Yemen

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Yemen
flag_Yemen.png
Flag of Yemen
Population (In Millions) 23.85
Human Development Index n.a./187
Gross Domestic Product (In USD Billions - World Bank) 31.99
Global Peace Index 152/162
Happy Planet Index 68/151
Social Institutions and Gender Index 83/86
Environmental Performance Index 127/132
Child Mortality Rate 42
More information on variables


Demographics

According to the Yemeni Ministry of Planning and International Cooperation (MICP), Yemen has witnessed a rapid population growth reflected in population growth from 12.8 million in 1990 to 15.4 million in 1995 and to 18.3 million in 2000. GraphYemen1.PNG[1]It reached approximately 24 million in 2010, according to the World Bank data. [2]The Yemeni population is characterized by a young age structure where 44% of the population is below 15 years of age. [3]

The rapid population growth exacerbated by the young age structure has burdened demand on basic services such as education and health care. [4]

Yemenis are mainly of Arab origin. [5]Arabic is the official language of the country. In the Mahra area (the extreme east) and the island Soqotra, several ancient south-Arabic Semitic languages are spoken. [6]

Religion in Yemen consists primarily of two principal Islamic religious groups: 53% of the Muslim population is Sunni and 45% is Shi'a according to the UNHCR. [7]


UNDP Human Development Report Trends - 2010

The Human Development Index is a composite index measuring average achievement in three basic dimensions of human development- a long healthy life, knowledge, and a decent standard of living; intended to capture the essential dimensions of the quality of human life or human development. According to the United Nations Development Programme's Human Development Report 2010, Yemen was ranked 131st out of 169 countries ranked in the world.

With an HDI of 0.439 in 2010, Yemen's score is broken down as follows:

Health: 0.694 (life expectancy at birth of 63.9 years)

Education: 0.296 (mean years of schooling, 2.5)

Income: 0.413 (GNI per capita 2008 PPP US$ 2,595) [8]

Progress and the Arab Spring

The Arab Spring - a term that was inspired by Europe’s le Printemps des peuples or le Printemps des révolutions - refers to the wave of protests that started in Tunisia in December 2010 and expanded to other North-African and Middle-Eastern countries. Although the nature of the uprisings has varied from protests to revolution, all nations involved in the Spring are reacting to degrading socio-economic and political conditions in the MENA region.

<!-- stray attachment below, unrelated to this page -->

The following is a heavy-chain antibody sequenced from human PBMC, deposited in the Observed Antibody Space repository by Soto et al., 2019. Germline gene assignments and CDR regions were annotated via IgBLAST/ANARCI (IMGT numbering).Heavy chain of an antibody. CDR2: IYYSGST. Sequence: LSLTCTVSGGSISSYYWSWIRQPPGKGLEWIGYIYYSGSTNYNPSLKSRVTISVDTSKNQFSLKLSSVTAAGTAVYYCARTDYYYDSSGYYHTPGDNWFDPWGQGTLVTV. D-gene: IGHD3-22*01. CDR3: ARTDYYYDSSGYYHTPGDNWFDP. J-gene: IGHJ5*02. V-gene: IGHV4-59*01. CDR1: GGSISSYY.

Key nations involved in the Arab Spring include:

  • Tunisia: starting from December 17th, 2010.
  • Egypt: starting from January 25th, 2011.
  • Yemen: starting from January 26th, 2011.
  • Libya: starting from February 17th, 2011.
  • Syria: starting from March 15th, 2011.

Protests of smaller sizes having media coverage also took place in Morocco, Algeria, Jordan, Bahrain, Oman & Kuwait. Many of the countries involved in the Arab Spring showed a steady increase in GDP over the last five to ten years while their well-being indices were decreasing.[9]

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In this regard, the Arab Human Development Report (2009) also highlights how the widespread absence of human security in Arab countries undermines people’s options. The report argues that security in the Arab countries is often threatened by unjust political, social, and economic structures; by competition for power and resources among fragmented social groups. [10]

See the 2009 Arab Human Development Report here.

For each nation involved in the Arab Spring, Wikiprogress is showcasing a number of key indices, inspired by the OECD Better Life Initiative – Compendium of Well-Being Indicators, to reflect a variety of dimensions of progress.
This Compendium represents one of the first attempts to respond to the demand for comparative information on the conditions of people's lives in developed market economies. Previous contributions in this field have focused on the conditions of poorer countries and on a more narrow range of dimensions (e.g. Human Development Index).[11]


Material living conditions

Income and wealth

Yemen is categorised as one of the Least Developed Countries (LDC) in the world. [12]In terms of resources sharing, Yemen is the 76th most unequal country in the world on the Gini income coefficient. [13]According to the 2011 Global Peace Index (GPI), Yemen’s GDP per capita is 1210 US$ [14]compared to 1060 US$ in 2009, according to the World Bank data.GraphYemen22.PNG   [15]

Jobs and earnings

The World Bank database does not include data on unemployment in Yemen. However, according to the Institute for Economics and Peace, as reported by the Economist Intelligence Unit, Yemen’s unemployment rate did not change in the last four years. It has been 11.5% since 2007.YemenGraph3.PNG [16]